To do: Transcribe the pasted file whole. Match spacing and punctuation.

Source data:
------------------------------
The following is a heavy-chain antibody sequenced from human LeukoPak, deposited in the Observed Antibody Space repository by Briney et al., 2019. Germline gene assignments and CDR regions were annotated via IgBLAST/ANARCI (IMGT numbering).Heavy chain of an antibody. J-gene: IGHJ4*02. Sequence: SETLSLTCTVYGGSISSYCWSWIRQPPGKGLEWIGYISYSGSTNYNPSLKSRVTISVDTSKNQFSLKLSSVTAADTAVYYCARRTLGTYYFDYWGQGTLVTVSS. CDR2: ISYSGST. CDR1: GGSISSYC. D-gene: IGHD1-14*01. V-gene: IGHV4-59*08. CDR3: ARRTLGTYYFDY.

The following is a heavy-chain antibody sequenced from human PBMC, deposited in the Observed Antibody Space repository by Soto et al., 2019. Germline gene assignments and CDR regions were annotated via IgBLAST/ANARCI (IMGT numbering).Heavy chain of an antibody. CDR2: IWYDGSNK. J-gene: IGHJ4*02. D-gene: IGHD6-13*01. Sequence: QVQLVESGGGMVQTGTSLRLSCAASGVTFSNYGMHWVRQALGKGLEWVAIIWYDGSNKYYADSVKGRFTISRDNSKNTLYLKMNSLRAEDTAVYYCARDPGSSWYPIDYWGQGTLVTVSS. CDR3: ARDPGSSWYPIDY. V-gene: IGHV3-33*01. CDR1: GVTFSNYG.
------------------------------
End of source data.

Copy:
The following is a heavy-chain antibody sequenced from human LeukoPak, deposited in the Observed Antibody Space repository by Briney et al., 2019. Germline gene assignments and CDR regions were annotated via IgBLAST/ANARCI (IMGT numbering).Heavy chain of an antibody. J-gene: IGHJ4*02. Sequence: SETLSLTCTVYGGSISSYCWSWIRQPPGKGLEWIGYISYSGSTNYNPSLKSRVTISVDTSKNQFSLKLSSVTAADTAVYYCARRTLGTYYFDYWGQGTLVTVSS. CDR2: ISYSGST. CDR1: GGSISSYC. D-gene: IGHD1-14*01. V-gene: IGHV4-59*08. CDR3: ARRTLGTYYFDY.

The following is a heavy-chain antibody sequenced from human PBMC, deposited in the Observed Antibody Space repository by Soto et al., 2019. Germline gene assignments and CDR regions were annotated via IgBLAST/ANARCI (IMGT numbering).Heavy chain of an antibody. CDR2: IWYDGSNK. J-gene: IGHJ4*02. D-gene: IGHD6-13*01. Sequence: QVQLVESGGGMVQTGTSLRLSCAASGVTFSNYGMHWVRQALGKGLEWVAIIWYDGSNKYYADSVKGRFTISRDNSKNTLYLKMNSLRAEDTAVYYCARDPGSSWYPIDYWGQGTLVTVSS. CDR3: ARDPGSSWYPIDY. V-gene: IGHV3-33*01. CDR1: GVTFSNYG.